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I've been keeping this blog for all of my beekeeping years and I am beginning my 17th year of beekeeping in April 2022. Now there are more than 1300 posts on this blog. Please use the search bar below to search the blog for other posts on a subject in which you are interested. You can also click on the "label" at the end of a post and all posts with that label will show up. At the very bottom of this page is a list of all the labels I've used.

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I began this blog to chronicle my beekeeping experiences. I have read lots of beekeeping books, but nothing takes the place of either hands-on experience with an experienced beekeeper or good pictures of the process. I want people to have a clearer picture of what to expect in their beekeeping so I post pictures and write about my beekeeping saga here. Along the way, I've passed a number of certification levels and am now a
Master Beekeeper Enjoy with me as I learn and grow as a beekeeper.

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Tuesday, June 16, 2015

Now THIS is a Beard

This hive started from a package that I got from Jarrett Apiaries at the beginning of bee season.

I got home in the 90 degree June (??? - feels like August) Atlanta evening and found this hive looking like:

And when I went around to the back, there were even more bees consigned to the outside of the hive!

This is a HUGE hive and I have not opened up the screened bottom board.  I haven't done that for the last two summers.  But for this hive, I may have to.

I wanted to give them room to spread out inside the hive but it was 8 PM when I got home.  So I went out and put on two empty boxes - undrawn frames - just to give them some hangout room inside the hive.  (This hive has a slatted rack at the bottom.)

I carefully moved the top to avoid upsetting the bee beard at the back and gently put those girls on the inner cover.  Still it was hard to find a handhold.  I only got stung once in this whole maneuver, though, on the ball of my thumb.  I put the two empty boxes on and closed the hive up.

One bee seemed interested in the salty sweat on my hand:

However, as night fell, the beard was hardly disturbed and no bees appeared to go inside. I expect the space needs to be distributed throughout the hive for them to take advantage of the extra boxes I gave them.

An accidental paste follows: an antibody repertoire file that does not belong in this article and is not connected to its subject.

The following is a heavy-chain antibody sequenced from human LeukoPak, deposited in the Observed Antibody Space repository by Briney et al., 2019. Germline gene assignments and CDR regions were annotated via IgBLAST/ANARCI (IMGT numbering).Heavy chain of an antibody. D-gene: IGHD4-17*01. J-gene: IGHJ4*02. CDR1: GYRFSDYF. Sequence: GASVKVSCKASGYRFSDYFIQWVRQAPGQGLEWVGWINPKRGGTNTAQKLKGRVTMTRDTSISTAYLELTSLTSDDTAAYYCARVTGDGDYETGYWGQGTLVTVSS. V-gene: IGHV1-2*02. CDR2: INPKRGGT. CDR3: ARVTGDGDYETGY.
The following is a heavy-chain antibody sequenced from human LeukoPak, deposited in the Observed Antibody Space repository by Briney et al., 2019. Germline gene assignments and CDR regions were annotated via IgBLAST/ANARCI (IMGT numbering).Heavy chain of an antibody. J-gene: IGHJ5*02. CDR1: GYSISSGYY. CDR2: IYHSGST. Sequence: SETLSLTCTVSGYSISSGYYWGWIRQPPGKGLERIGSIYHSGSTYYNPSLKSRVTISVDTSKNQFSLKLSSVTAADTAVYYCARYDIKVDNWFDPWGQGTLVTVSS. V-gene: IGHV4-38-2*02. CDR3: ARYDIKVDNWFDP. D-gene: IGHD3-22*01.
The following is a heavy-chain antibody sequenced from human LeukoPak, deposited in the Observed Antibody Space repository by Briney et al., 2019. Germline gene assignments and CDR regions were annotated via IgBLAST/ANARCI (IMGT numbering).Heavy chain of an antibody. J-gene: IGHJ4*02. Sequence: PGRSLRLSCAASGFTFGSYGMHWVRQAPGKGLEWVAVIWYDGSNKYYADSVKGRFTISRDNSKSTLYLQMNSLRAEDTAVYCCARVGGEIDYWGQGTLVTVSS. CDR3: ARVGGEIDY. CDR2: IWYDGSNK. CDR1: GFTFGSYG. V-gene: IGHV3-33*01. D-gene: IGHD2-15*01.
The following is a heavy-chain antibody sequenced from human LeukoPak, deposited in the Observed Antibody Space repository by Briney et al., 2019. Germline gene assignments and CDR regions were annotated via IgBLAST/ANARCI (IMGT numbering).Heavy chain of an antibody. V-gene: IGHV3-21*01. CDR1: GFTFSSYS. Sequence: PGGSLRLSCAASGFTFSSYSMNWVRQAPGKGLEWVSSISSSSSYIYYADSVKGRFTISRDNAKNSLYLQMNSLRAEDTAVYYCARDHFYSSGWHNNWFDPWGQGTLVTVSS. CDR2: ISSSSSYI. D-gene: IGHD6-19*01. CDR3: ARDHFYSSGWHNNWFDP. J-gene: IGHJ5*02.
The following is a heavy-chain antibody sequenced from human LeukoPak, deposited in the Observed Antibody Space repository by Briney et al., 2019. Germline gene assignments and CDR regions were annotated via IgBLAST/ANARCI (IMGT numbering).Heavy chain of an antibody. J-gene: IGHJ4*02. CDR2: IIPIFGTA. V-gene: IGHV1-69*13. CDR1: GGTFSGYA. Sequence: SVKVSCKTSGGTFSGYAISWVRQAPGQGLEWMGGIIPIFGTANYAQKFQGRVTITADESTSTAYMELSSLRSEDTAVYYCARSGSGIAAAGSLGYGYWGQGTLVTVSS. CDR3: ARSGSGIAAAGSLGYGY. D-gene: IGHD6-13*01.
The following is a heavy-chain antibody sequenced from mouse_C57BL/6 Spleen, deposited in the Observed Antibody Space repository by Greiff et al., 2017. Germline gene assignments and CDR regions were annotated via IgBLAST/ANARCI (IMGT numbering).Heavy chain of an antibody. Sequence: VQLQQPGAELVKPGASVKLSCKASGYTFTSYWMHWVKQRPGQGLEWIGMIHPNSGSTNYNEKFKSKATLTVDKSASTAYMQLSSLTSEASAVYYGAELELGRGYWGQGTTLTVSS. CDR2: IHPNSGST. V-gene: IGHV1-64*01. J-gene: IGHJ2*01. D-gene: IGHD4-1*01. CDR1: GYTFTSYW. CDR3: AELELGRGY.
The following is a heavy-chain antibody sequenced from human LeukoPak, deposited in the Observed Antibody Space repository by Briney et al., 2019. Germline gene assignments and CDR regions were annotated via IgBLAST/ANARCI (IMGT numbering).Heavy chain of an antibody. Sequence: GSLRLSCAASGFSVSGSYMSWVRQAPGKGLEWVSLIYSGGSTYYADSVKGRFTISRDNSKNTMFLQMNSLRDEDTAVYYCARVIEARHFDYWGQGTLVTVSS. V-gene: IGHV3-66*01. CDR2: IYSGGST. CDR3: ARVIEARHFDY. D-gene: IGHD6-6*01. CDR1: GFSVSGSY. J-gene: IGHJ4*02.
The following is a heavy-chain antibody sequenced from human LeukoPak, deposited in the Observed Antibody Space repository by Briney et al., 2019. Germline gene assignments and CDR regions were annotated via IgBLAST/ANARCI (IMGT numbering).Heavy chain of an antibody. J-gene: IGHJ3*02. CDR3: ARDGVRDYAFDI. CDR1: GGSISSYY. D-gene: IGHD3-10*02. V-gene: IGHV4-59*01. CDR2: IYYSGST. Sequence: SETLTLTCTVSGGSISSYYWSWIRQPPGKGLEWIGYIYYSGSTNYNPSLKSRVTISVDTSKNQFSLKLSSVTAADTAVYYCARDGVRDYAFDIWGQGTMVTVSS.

After a hot night, the beard was only slightly smaller this morning, but there were no bees bearding at the back of the hive.  I'll put some beer caps on the inner cover to lift it up a little and that might help as well.

The nectar flow is over and it's time to harvest and make splits. I'm not certain about this hive because at Jarrett Apiaries, they use oxalic acid, so this hive may not be able to deal with varroa mite on its own.  Still, it's such a strong hive that I will make some overwintering nucs from it for the winter.  

I'll have my work cut out for me for the next couple of weekends!


  1. precioso post, me encanta tu blog, espero te pases por el mio y te quedes!! un abrazo desde España

  2. Thank you for the hug from Spain and for reading my blog posts!

  3. Anonymous3:56 PM

    If you are a non-treatment beekeeper why do you buy bees from any commercial beekeepers?All commercial beekeepers treat their bees with something. Right or Wrong? If they tell you they don't you are being lied to. You can't take bees from a commercial beekeeper and say I am going to be a natural beekeeper--you know what I mean?

  4. Exactly - I don't buy bees typically. I thought my hives were not going to make it through the winter so I ordered two packages from Jarrett - and we were getting packages for Joe Lamp'l for Growing a Greener World from them. Slade does a good job and I don't know if his nucs are treated but they have come from bees with an oxalic treatment. Most of my hives are splits from survivor hives or swarms. These two are from Slade. We'll see how they do over the winter.

    I absolutely agree with you but there are no beekeepers of whom I am aware selling bees in Georgia who don't get their nucs from south Georgia where the bees are all treated. If I have start out with zero hives, I have to start somewhere and that's what I thought was going to be my end of winter situation. Turned out I had four hives and a nuc that made it through the winter, so I have split those and made the most of them.

  5. will they draw out the two empty boxes even though the flow is over? or is that just to give them space for air flow?

  6. They will not draw out empty frames without a nectar flow, but the frames give them hang out space and provides air flow. I also put beer caps on the corners of the inner cover to lift the top cover up just a bit and increase air flow. The beard has visibly decreased with both of those changes.


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